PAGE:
THE SNP may next year have to choose between a referendum on independence and continuing in power after the Liberal Democrats hardened their position on a vote on separation.
• Tavish Scott: opposes SNP policy
Tavish Scott, the Scottish Lib Dem leader, declared an independence referendum was "not an issue" for his party as it produced an internal paper critical of Alex Salmond's flagship policy.
Previously, the Lib Dems had an "open-minded" view of the referendum. But its leaders were aware some members wanted to back the option, possibly as a precursor to a post-election deal that might create an SNP-Lib Dem coalition after the Holyrood elections next May.
Now former Lib Dem minister Ross Finnie has prepared a paper for Scott on the referendum issue. Scott would not reveal the details, but added that, having read it, he could not see any way his party would back an independence plebiscite.
"I just don't think it's going to happen," he said, adding that it was "not an issue" for his party any more and the country had "moved on".
But Scott said he could not be categorical about it because the final decision would be taken by the Scottish Lib Dem conference next year.
He continued: "No-one has raised it with me. We have had a policy manifesto roadshow over the summer involving regional meetings the length and breadth of Scotland and I can say without fear or favour, it has not been raised once. It is not an issue for party members."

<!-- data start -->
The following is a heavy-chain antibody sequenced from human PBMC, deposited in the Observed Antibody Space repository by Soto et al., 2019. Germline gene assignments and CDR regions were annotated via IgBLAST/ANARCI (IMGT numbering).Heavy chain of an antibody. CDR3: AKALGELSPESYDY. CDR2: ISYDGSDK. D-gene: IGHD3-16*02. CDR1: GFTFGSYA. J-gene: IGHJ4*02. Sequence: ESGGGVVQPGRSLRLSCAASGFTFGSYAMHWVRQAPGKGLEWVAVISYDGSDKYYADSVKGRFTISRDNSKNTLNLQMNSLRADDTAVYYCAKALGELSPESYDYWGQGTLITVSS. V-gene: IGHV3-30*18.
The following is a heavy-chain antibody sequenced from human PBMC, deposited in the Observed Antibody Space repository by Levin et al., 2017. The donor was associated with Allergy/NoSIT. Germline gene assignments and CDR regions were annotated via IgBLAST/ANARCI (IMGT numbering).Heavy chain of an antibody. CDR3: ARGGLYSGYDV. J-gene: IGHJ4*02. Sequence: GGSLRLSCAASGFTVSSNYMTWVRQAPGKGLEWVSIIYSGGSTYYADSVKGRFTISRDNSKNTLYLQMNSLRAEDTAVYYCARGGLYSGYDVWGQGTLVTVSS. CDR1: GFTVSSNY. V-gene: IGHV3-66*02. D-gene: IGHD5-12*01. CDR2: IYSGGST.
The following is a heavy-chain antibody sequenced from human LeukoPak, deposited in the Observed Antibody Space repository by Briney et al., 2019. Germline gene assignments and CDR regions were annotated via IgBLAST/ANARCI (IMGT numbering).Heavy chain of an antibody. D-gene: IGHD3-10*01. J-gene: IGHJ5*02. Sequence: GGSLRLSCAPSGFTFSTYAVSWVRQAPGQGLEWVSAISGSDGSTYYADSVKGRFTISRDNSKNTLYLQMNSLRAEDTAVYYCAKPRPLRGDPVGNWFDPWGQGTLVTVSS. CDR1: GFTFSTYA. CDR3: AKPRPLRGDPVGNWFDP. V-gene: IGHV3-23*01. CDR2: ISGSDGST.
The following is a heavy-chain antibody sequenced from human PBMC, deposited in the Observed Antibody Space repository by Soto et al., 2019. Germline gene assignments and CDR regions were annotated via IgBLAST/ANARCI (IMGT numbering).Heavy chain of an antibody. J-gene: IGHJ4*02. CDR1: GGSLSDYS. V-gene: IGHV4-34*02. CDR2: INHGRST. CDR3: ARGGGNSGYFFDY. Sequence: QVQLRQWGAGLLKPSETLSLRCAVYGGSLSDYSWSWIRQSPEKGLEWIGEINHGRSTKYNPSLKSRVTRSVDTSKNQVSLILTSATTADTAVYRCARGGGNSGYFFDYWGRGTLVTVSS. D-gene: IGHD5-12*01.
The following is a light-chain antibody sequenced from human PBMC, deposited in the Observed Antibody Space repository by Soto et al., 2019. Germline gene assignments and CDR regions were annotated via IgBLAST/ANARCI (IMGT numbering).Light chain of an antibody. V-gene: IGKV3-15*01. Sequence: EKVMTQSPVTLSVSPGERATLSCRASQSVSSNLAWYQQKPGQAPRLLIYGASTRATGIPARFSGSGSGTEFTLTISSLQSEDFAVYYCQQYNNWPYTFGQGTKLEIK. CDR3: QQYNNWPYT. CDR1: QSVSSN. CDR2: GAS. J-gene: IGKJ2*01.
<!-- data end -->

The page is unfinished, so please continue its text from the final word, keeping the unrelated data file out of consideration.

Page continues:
Scott said he now believed his party shares his strong opposition to the idea. "The party took a different, a wider view of this than me in the past but the modern party can't give two hoots about it," he said, again adding: "The country has moved on it."
The news that Scott now sees the referendum issue as "dead and buried" within his party will disappoint some in the SNP who were hoping a future coalition could deliver on their keystone pledge.
Scott's decision to effectively rule it out suggests there is almost no chance of pursuing this strategy. The Nationalists made a referendum on independence a precondition of any coalition deal in 2007 and they are unlikely to shift from that position in 2011. As a result, the only logical powerbroking deal after next May's election looks like being between Labour and the Lib Dems.
Scott also admitted concerns over the impact of being in coalition with the Tories at Westminster on the Scottish party. He said: "I have my concerns but I don't intuitively panic about it. We are a devolved party; that means we will take different positions. We are not the Tory party: not south of the Border, not north of the Border and, therefore, we will take Liberal Democrat positions on the issues that matter to us."